Though you will be discharged after a year assets, including possessions such as your house and car could be taken from you and distributed amongst those that you owe. You will also have restrictions placed on you during your bankruptcy which will place serious limitations on your financial freedom. Your spending will be monitored by administrators and beyond basic allowances, your earnings will have to be used to pay your debts. Bankruptcy could also impact on your professional life as you will be unable to hold certain positions.

How Could I Be Declared Bankrupt?

You could apply for bankruptcy yourself if you’re unable to pay your debts. However, if you owe more than £750, a creditor can also apply to have you declared bankrupt. This is normally a last resort as, under the terms of a bankruptcy, creditors usually have to agree to settle for less than they’re owed.

How Long Will It Affect My Credit Score?

Though you may be discharged in just a year, bankruptcy will have a long term affect on your credit history. It will stay on file for at least six years and though you can add notes to your file to show that a variety of debts were all dealt with under a single bankruptcy from which you’ve been discharged, lenders may still be able to see details of the individual debts. If you break the terms of your bankruptcy by hiding assets or seeking to obtain credit using false information, you may receive a Bankruptcy Restrictions Order which will remain on your credit report for 15 years.

Some lenders may ask if you’ve ever been bankrupt, which renders the issue of how long it stays on file irrelevant. Though it is by no means impossible to rebuild your credit rating after bankruptcy, it’s important to understand that there are lasting repercussions and that it is not a quick-fix way to write off debts.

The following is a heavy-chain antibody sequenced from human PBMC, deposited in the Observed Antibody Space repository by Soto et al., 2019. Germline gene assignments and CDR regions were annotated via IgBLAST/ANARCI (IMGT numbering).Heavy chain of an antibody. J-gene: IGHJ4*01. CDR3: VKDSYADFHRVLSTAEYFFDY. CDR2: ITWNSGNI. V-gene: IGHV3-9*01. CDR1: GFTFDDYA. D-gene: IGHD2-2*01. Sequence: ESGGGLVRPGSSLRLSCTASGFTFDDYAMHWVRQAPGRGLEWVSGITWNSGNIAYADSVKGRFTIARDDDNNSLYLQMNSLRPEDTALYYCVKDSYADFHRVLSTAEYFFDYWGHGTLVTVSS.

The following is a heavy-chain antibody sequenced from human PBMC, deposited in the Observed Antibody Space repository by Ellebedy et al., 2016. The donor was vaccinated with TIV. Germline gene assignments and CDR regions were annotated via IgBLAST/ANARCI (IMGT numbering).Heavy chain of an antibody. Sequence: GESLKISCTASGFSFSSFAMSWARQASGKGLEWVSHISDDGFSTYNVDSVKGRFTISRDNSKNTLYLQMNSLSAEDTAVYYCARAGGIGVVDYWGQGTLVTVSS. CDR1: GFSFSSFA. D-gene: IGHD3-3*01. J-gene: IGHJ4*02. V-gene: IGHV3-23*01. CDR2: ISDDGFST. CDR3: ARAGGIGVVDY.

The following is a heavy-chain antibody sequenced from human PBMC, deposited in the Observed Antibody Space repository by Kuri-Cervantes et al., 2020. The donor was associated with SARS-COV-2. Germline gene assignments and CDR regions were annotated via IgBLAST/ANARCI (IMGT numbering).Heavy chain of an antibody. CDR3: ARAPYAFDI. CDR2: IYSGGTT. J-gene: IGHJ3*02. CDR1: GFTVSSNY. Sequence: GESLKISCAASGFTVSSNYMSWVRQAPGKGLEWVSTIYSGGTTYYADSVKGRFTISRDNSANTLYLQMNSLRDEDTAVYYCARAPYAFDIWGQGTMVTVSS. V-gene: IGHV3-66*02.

Further Reading

  • Before you make any major application you should take a look at your credit file to ensure there are no nasty surprises. A credit check form Credit Expert will allow you to see if everything is in order.
  • If you do have negatives such as those listed above on your credit file, don’t despair. Our guide to improving your credit score contains tips on how you can set things moving back in the right direction.
  • IVAs provide an alternative to bankruptcy, but will also have an adverse affect on your credit score. You can find more information here.
  • There are still options available to you if you have been refused credit so read our comprehensive article on the subject.